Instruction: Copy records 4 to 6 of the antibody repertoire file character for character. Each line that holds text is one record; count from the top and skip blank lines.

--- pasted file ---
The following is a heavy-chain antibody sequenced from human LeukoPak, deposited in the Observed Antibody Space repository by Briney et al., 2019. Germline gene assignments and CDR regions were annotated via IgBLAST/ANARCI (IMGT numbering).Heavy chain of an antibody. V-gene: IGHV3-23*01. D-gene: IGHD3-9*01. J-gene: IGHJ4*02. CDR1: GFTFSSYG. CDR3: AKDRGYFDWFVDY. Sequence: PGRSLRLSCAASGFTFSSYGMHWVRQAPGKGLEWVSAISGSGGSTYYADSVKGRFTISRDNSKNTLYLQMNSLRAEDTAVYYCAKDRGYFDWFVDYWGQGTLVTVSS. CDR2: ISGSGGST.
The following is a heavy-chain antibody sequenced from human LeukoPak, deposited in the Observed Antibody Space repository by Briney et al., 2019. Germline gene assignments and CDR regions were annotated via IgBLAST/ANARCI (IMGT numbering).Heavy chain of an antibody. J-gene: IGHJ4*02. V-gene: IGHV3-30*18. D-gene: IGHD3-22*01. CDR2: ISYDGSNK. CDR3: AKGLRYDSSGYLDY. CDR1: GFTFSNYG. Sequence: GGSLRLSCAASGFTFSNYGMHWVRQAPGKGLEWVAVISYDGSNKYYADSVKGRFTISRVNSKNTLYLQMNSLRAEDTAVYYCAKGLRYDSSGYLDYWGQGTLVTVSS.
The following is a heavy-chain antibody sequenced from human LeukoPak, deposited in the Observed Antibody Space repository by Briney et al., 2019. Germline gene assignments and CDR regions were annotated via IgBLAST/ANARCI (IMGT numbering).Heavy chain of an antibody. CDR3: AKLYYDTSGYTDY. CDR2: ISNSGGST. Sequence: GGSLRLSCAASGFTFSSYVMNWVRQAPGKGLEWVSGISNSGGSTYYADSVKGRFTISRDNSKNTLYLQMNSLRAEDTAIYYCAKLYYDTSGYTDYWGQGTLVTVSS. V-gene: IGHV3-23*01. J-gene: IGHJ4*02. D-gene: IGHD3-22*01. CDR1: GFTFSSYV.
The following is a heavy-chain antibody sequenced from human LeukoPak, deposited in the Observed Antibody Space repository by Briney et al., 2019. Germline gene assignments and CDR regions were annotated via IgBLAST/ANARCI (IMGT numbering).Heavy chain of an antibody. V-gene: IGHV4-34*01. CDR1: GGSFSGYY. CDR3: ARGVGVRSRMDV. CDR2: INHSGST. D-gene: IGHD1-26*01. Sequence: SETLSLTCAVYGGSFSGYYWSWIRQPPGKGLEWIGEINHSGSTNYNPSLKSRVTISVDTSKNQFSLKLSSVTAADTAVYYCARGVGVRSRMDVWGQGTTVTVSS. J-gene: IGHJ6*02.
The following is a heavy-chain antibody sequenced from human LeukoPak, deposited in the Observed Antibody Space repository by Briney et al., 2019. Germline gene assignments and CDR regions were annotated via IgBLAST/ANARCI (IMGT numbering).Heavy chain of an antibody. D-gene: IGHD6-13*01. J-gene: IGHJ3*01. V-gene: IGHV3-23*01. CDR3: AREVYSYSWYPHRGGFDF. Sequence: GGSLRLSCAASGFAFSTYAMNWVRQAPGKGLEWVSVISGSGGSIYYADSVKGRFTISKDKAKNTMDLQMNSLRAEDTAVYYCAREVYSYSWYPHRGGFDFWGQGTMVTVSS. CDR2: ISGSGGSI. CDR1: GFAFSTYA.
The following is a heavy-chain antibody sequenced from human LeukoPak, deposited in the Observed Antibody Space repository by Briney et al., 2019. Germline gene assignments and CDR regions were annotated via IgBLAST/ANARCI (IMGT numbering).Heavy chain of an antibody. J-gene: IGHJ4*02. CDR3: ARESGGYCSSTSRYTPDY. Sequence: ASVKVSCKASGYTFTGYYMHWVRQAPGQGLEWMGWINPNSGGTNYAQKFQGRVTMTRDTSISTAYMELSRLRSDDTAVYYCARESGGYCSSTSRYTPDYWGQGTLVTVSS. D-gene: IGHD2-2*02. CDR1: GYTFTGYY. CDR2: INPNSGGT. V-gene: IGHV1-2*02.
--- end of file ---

The following is a heavy-chain antibody sequenced from human LeukoPak, deposited in the Observed Antibody Space repository by Briney et al., 2019. Germline gene assignments and CDR regions were annotated via IgBLAST/ANARCI (IMGT numbering).Heavy chain of an antibody. V-gene: IGHV4-34*01. CDR1: GGSFSGYY. CDR3: ARGVGVRSRMDV. CDR2: INHSGST. D-gene: IGHD1-26*01. Sequence: SETLSLTCAVYGGSFSGYYWSWIRQPPGKGLEWIGEINHSGSTNYNPSLKSRVTISVDTSKNQFSLKLSSVTAADTAVYYCARGVGVRSRMDVWGQGTTVTVSS. J-gene: IGHJ6*02.
The following is a heavy-chain antibody sequenced from human LeukoPak, deposited in the Observed Antibody Space repository by Briney et al., 2019. Germline gene assignments and CDR regions were annotated via IgBLAST/ANARCI (IMGT numbering).Heavy chain of an antibody. D-gene: IGHD6-13*01. J-gene: IGHJ3*01. V-gene: IGHV3-23*01. CDR3: AREVYSYSWYPHRGGFDF. Sequence: GGSLRLSCAASGFAFSTYAMNWVRQAPGKGLEWVSVISGSGGSIYYADSVKGRFTISKDKAKNTMDLQMNSLRAEDTAVYYCAREVYSYSWYPHRGGFDFWGQGTMVTVSS. CDR2: ISGSGGSI. CDR1: GFAFSTYA.
The following is a heavy-chain antibody sequenced from human LeukoPak, deposited in the Observed Antibody Space repository by Briney et al., 2019. Germline gene assignments and CDR regions were annotated via IgBLAST/ANARCI (IMGT numbering).Heavy chain of an antibody. J-gene: IGHJ4*02. CDR3: ARESGGYCSSTSRYTPDY. Sequence: ASVKVSCKASGYTFTGYYMHWVRQAPGQGLEWMGWINPNSGGTNYAQKFQGRVTMTRDTSISTAYMELSRLRSDDTAVYYCARESGGYCSSTSRYTPDYWGQGTLVTVSS. D-gene: IGHD2-2*02. CDR1: GYTFTGYY. CDR2: INPNSGGT. V-gene: IGHV1-2*02.